Please use this identifier to cite or link to this item: http://dx.doi.org/10.18419/opus-7208
Authors: Hurwitz, Barry E.
Shyu, Liang-Yu
Lu, Chih-Cheng
Reddy, Sridhar P.
Schneiderman, Neil
Nagel, Joachim H.
Title: Influence of signal fidelity on impedance cardiographically derived values at resting and accelerated heart rates
Issue Date: 1991
metadata.ubs.publikation.typ: Konferenzbeitrag
metadata.ubs.publikation.source: New frontiers of biomedical engineering : innovations from nuclear to space technology : 13th annual internat. conf. of the IEEE Engineering in Medicine and Biology Society, Oct. 31-Nov. 3, 1991, Orlando, Fla., USA. Piscataway, N.J. : IEEE Service Center, 1991, Bd. 2, S. 793-794
URI: http://nbn-resolving.de/urn:nbn:de:bsz:93-opus-52809
http://elib.uni-stuttgart.de/handle/11682/7225
http://dx.doi.org/10.18419/opus-7208
Abstract: Since the spectrum of the impedance cardiogram (ICG) extends from DC to 50 Hz, any amplifier with an upper band limit less than 50 Hz can be expected to produce attenuation and distortion of the ICG. This signal attenuation may be systematically enhanced under conditions of high heart rates (HR) when a greater proportion of signal energy will be in the upper frequency range of the ICG spectrum. Therefore, the present study was designed to assess the influence of amplifier bandwidth and signal fidelity on dZ/dtmax, stroke volume (SV), and systolic time intervals (LVET, PEP, OZ, HI). The performance of commonly available commercial systems was tested over a broad range of HRs. The results demonstrated that a digitally differentiated dZ/dt signal using a differentiator with a corner frequency of 50 Hz, when compared with the 15 Hz corner frequency used In the commercial impedance cardiograph, systematically enhanced the dZ/dtmax amplitude and SV measurements as HR increased. For SV the increase ranged from 17 to 30% as HR increased from 70 to 150 bpm. Moreover, the digitally filtered signal had greater resolution and produced less prolonged PEP and QZ intervals and greater HI with increasing HR. These findings indicate that impedance cardiographs with insufficient upper band limits will differentially influence ICG-derived measurements as HR varies.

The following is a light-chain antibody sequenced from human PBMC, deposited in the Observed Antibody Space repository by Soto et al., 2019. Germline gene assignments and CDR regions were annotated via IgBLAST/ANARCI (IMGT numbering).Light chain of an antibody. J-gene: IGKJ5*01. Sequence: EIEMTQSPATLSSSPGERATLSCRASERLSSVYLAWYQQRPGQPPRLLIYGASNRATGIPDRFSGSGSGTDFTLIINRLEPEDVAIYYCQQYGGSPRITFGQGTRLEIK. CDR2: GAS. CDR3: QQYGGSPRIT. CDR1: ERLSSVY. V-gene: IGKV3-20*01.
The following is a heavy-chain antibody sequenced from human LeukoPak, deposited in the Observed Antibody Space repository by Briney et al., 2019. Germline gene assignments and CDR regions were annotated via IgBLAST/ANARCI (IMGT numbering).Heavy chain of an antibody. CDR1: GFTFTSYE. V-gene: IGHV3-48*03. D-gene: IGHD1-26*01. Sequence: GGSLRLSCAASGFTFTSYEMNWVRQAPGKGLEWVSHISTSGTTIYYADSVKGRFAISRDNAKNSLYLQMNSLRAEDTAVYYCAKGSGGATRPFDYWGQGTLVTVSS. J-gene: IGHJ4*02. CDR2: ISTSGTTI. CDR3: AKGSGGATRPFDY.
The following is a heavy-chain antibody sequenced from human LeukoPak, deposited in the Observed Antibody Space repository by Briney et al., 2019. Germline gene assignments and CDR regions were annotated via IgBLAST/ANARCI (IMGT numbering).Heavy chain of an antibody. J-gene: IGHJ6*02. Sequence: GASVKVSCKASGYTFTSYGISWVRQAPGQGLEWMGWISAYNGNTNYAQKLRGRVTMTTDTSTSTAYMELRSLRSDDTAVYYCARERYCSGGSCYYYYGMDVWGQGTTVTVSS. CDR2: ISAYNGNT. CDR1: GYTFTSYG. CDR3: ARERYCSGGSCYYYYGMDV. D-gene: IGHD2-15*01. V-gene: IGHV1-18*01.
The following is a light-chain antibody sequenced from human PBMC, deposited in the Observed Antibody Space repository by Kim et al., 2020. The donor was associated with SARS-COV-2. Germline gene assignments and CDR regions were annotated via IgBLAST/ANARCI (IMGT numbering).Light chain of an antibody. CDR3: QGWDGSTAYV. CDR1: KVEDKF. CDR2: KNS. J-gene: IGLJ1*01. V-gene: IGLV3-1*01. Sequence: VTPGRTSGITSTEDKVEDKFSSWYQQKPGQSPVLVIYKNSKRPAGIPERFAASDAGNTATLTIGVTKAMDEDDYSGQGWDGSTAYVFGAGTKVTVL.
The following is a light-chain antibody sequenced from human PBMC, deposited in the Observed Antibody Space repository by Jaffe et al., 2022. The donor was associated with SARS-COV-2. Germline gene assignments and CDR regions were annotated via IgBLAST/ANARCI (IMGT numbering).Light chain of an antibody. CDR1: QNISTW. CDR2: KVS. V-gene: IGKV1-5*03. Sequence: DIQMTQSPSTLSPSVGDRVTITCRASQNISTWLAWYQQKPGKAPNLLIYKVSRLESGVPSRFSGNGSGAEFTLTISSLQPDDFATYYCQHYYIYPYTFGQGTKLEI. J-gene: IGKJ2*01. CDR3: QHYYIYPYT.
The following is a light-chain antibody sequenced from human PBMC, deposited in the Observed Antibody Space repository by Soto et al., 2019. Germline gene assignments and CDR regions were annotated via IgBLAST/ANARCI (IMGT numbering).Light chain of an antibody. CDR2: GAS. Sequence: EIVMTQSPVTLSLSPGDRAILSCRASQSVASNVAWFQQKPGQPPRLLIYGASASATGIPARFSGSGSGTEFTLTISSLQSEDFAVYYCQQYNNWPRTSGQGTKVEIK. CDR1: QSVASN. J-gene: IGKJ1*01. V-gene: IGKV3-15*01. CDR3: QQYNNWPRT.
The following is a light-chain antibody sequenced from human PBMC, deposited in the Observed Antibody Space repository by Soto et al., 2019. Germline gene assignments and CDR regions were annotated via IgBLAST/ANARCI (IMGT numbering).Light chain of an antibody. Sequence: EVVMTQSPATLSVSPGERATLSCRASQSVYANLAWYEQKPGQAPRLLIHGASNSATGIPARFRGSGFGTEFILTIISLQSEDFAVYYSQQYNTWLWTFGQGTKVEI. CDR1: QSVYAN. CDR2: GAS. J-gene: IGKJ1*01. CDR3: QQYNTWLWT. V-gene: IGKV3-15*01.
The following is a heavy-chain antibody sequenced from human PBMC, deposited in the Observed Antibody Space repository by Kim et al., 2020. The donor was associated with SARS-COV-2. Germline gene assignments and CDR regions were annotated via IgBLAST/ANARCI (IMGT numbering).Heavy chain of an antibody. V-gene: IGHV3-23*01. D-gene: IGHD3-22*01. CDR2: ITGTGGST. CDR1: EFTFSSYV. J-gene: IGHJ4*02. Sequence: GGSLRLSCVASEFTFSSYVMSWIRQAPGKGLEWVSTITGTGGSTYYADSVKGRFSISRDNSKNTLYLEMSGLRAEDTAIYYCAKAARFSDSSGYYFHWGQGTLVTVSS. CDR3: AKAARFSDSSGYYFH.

Appears in Collections:15 Fakultätsübergreifend / Sonstige Einrichtung

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